Medical male circumcision is the surgical removal of the foreskin of the penis by a trained health professional. The results of three randomized controlled trials (RCTs) have demonstrated that medical male circumcision reduces the incidence of infection with Type 1 human immunodeficiency virus (HIV-1) in heterosexual men by at least one half. (1-3) As a result, the World Health Organization and the Joint United Nations Programme on HIV/AIDS recommend voluntary medical male circumcision (VMMC) as one component of a comprehensive preventive strategy in regions with low male circumcision rates and a high prevalence of HIV-1 infection and where heterosexual sex is the main mode of transmission. (4)
Despite the endorsement of VMMC for the prevention of HIV infection, safety became a concern once mass programmes were implemented in resource-limited settings. In developed countries, adverse events following neonatal circumcision are well documented anal their incidence is very low, from 0.2 to 0.6%. (5) Before the RCTs, outcomes in Africa for male circumcision among adults were poorly documented. In a review, (6) adverse event rates following African male circumcisions ranged from 0 to 24%. The RCTs, which provided services in a clinical trial setting, reported the following adverse event rates: 3.8% in Orange Farm, South Africa; 1.5% in Kisumu, Kenya; and 3.6% in Rakai, Uganda. (1,7,8) Most recently, at the former Orange Farm RCT site, 1.8% of medical male circumcisions offered in one high-volume facility resulted in an adverse event. (9)
Historically, intra- and post-operative adverse events have been detected through passive or active surveillance systems. Passive systems rely on providers to report adverse events on a standardized form. Although passive systems have advantages, such as their low cost, they also have limitations in terms of timeliness, completeness and positive predictive value. (10-12) Active surveillance involves outreach by a provider to identify and report health events. Many believe that active surveillance produces better data than passive systems (11) and is most feasible on a small scale where resources are scarce. (13) Currently, the surveillance of surgical procedures is conducted in developed countries and is primarily passive and restricted to in-patient monitoring of surgical site infections. (14-16) However, the number of surgical procedures being provided on an out-patient basis in resource-limited settings, such as medical male circumcision, is increasing. This creates the need for new approaches to post-discharge surveillance. (17)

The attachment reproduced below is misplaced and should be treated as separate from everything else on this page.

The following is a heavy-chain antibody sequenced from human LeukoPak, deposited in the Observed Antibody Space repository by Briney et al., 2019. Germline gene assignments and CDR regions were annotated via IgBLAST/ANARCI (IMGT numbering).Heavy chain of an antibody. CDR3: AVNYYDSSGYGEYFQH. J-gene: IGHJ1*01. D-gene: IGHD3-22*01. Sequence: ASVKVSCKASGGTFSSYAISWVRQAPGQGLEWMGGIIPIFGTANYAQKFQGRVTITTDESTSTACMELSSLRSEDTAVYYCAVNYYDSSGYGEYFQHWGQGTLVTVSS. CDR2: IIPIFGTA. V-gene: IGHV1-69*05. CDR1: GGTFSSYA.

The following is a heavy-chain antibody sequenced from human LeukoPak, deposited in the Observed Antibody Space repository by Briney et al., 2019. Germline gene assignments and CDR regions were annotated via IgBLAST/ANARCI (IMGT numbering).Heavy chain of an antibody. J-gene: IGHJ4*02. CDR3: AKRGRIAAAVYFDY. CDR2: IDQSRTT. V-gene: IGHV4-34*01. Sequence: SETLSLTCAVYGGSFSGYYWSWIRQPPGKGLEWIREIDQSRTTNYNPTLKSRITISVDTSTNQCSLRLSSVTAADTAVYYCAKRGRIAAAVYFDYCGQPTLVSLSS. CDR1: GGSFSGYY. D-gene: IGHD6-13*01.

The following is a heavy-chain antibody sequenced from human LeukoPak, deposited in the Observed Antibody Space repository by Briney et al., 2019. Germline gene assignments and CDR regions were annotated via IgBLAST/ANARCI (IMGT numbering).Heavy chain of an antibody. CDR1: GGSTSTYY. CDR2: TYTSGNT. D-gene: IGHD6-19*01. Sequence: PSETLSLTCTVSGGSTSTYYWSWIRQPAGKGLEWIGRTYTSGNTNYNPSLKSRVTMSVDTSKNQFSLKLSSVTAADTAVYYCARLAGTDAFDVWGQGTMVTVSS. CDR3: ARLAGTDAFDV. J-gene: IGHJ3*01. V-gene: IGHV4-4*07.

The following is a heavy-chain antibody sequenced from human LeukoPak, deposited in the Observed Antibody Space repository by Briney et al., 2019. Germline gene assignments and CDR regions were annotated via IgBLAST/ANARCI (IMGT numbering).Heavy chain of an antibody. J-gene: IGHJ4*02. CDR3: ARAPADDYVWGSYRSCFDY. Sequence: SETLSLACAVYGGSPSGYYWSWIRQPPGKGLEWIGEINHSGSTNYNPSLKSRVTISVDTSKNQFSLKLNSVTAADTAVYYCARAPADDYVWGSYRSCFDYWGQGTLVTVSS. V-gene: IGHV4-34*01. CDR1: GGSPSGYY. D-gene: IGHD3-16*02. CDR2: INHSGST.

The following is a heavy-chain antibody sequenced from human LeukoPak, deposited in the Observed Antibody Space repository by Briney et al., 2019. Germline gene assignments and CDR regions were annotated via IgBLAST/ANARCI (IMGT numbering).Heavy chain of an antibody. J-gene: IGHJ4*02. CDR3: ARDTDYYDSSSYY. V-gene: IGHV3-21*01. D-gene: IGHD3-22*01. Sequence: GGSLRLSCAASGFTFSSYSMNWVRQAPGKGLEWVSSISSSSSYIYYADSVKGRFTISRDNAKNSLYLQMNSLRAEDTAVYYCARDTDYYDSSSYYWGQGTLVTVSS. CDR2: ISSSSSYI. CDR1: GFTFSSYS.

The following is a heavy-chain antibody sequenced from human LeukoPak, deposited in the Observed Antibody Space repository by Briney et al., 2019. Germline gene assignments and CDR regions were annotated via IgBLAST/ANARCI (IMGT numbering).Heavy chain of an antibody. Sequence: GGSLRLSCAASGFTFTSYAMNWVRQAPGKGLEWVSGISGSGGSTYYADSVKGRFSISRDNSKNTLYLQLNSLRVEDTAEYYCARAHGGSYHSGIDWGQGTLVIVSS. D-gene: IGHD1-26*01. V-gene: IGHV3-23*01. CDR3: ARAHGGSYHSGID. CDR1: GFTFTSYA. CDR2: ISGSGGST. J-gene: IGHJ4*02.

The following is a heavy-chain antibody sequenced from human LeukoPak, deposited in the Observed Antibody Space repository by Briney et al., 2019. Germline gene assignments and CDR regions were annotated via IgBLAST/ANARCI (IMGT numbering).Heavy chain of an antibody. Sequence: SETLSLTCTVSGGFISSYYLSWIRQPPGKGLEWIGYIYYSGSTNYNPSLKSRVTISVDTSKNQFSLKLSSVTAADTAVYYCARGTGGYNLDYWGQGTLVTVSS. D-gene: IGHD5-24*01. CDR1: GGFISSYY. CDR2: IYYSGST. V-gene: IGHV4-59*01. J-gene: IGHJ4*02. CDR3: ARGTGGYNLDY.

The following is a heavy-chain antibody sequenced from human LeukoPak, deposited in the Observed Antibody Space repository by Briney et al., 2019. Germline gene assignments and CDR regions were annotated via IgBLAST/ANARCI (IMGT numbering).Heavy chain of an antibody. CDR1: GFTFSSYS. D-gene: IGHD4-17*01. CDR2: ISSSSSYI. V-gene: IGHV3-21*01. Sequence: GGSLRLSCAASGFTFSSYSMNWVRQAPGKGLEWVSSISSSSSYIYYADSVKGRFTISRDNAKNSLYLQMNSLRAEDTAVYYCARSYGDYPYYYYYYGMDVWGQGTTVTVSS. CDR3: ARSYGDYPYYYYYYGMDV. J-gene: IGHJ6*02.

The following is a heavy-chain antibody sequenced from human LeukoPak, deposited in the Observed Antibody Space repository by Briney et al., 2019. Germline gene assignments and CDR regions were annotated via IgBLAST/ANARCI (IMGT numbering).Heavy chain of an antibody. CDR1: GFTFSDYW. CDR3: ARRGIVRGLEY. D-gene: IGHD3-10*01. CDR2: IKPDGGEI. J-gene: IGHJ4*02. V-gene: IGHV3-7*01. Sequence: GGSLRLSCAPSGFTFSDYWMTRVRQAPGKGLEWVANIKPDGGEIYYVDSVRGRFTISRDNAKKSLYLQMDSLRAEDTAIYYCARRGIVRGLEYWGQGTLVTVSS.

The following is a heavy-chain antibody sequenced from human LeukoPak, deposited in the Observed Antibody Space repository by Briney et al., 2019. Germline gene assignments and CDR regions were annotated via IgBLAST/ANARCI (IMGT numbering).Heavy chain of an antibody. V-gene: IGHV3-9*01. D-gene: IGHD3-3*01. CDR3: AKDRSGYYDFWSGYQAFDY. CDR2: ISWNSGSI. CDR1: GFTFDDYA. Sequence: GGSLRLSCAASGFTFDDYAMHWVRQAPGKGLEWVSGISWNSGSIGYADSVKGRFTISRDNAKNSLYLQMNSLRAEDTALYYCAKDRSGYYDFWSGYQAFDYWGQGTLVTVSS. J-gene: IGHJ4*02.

To our knowledge, no research has been published to date on clinical outcomes from a large-scale, multi-site VMMC programme in a resource-limited setting. In this study, passive and active surveillance methods were used to monitor factors, including provider characteristics, potentially associated with the incidence of adverse events occurring during and after VMMC procedures provided as part of the national programme for the prevention of HIV infection.
The Government of Kenya launched the national VMMC programme in Nyanza province in November 2008 and plans to have circumcised 860000 males by 2013. (18) Nyanza province is the geographic home of the Luo ethnic group. Luo men do not traditionally practice male circumcision and have a relatively high prevalence of HIV infection; 21.5% of Luo men are circumcised and 17.1% are HIV-positive, compared with 85.9% and 4.6% of Kenyan males, respectively. (19)
Study design and participants
The study design and recruitment procedures were detailed in a previous paper. (20) In summary, VMMC clients 12 years of age or older in 16 study facilities in Nyanza province, Kenya, were followed between November 2008 and March 2010 to detect any adverse events occurring during the procedure or within the following 45 days. …